Many of us dream of escaping from everyday life, tossing a few possessions in a backpack and travelling light in far-off lands. Andrew Stevenson did more than dream: he packed his rucksack and went.

Andrew's destination was New Zealand, the island nation famous for its pristine wilderness, from sandy beaches and fast-flowing rivers to glacial mountains and primeval forests. In a hiker's heaven, he treks along the Milford Track, the Kepler Track, the Abel Tasman Track and other famous walking routes. Along the way he gets caught in a blizzard on a mountain path, spends time in a Maori settlement and tries hugging a tree.

With insight and a gentle humour, he explores the spirit of this spectacular land at the southern end of the Pacific, its indigenous and non-indigenous peoples, and provides an illuminating view of his fellow backpackers and twilight world they inhabit, forever between destinations. He also reveals that, however much or little you may have in you rucksack, the heaviest baggage is what you carry inside.


Reviews about Kiwi Tracks: A New Zealand Journey (7):
Super P
I feel that this book is better to read after you've returned from a trip to NZ than it is to read before you've been there. Kiwi Tracks is an account of the authors hikes on NZ's "Great Walks", but the hikes themselves are not the focus here--the focus is on Kiwi culture and attitudes and values, and I personally feel that if you've yet to visit NZ, then his keen insights and investigations will fall on deaf ears. Before you go you want reviews of tracks and trails and sort of general cultural info and expectations--it's hard to value his learned insights about the Tongariro Crossing until you've walked it with 500 new friends (if you don't get what I mean with this comment, then that's my point--his book is for people who are already acquainted with the ins and outs of NZ travel).
After you return from your visit, you'll have seen Maori culture close-up, you'll have seen devastated forest regions,rampant tourism promotion, possum poison traps, sheeped hillsides, and ravenous sand flies...as well as gloriously unspoiled natural wonders and features so unique that your jaw will drop while your heart begins to sing. You may both love and hate NZ/nz tourism and only then will Stevenson's insights ring with wisdom for you.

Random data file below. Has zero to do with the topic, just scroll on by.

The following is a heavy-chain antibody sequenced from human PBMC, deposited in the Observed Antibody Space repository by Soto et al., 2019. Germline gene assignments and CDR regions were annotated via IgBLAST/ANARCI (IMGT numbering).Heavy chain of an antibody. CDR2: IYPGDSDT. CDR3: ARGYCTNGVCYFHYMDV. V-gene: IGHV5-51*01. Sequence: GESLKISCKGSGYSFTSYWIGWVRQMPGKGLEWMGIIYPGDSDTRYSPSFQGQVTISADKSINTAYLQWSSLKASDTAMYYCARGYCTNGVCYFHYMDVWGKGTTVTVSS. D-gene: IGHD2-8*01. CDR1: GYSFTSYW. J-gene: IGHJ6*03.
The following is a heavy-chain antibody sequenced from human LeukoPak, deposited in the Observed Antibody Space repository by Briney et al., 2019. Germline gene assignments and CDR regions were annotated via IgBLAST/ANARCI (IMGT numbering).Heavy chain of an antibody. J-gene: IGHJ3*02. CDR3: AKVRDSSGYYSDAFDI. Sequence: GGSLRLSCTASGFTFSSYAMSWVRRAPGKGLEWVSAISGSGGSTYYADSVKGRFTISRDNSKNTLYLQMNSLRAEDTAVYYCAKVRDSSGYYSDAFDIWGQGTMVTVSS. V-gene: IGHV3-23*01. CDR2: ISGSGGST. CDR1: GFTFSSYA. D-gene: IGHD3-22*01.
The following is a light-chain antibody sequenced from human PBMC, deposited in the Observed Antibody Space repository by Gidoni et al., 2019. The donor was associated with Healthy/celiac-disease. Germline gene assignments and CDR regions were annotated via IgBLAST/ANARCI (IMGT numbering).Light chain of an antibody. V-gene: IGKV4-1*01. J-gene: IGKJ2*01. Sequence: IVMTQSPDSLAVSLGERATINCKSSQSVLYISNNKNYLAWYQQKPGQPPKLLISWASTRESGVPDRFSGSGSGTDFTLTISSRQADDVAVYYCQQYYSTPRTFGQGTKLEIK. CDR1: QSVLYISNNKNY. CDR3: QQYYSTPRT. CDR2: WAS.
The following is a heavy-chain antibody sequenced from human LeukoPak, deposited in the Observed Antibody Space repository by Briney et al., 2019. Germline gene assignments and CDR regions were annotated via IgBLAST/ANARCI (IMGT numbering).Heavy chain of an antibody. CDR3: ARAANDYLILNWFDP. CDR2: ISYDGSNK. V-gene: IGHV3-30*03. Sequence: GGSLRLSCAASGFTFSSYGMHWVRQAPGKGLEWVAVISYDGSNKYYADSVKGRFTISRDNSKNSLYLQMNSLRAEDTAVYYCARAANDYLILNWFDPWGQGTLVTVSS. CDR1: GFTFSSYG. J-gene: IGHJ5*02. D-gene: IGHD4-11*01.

I speak from the perspective of having spent 3 entire summers exploring only half of NZ.
Scott Cook, author of "NZ Frenzy"
Itiannta
I found this to be an interesting book. If you want to learn all about New Zealand, its flora and fuana, or great "tramps" (hikes, for you and me), this isn't the book for you. However, it is an enjoyable light read, giving the reader interesting snapshots of life in NZ. Stevenson meets some interesting people along his journey and I found the way in which he shares their stories much more engaging than most of his descriptions of his walks in the woods. Yes, at times the book strains credulity and some of the characters may seem a bit cliche, but I, too, stood in wonder of many of the situations he encounters. Ultimately what comes through is that New Zealand is a land both unlike any other and exactly like home, too.
Yozshubei
I liked this book. I know other reviews talk about the author's whining or his negative view of New Zealand, but to me that was HIS experience. I appreciated that is was "no fluff" and that it was what it was. I did appreciated his quick stabs at humor and his antecdotes about him getting hurt, ill, misreading labels, etc. I thought the book was real. I liked the commraderee with some of his travel mates. The only thing I would have wanted was some romance.. but that is me the bleeding heart romantic. That was his choice when he was in NZ. Like to read more by the author.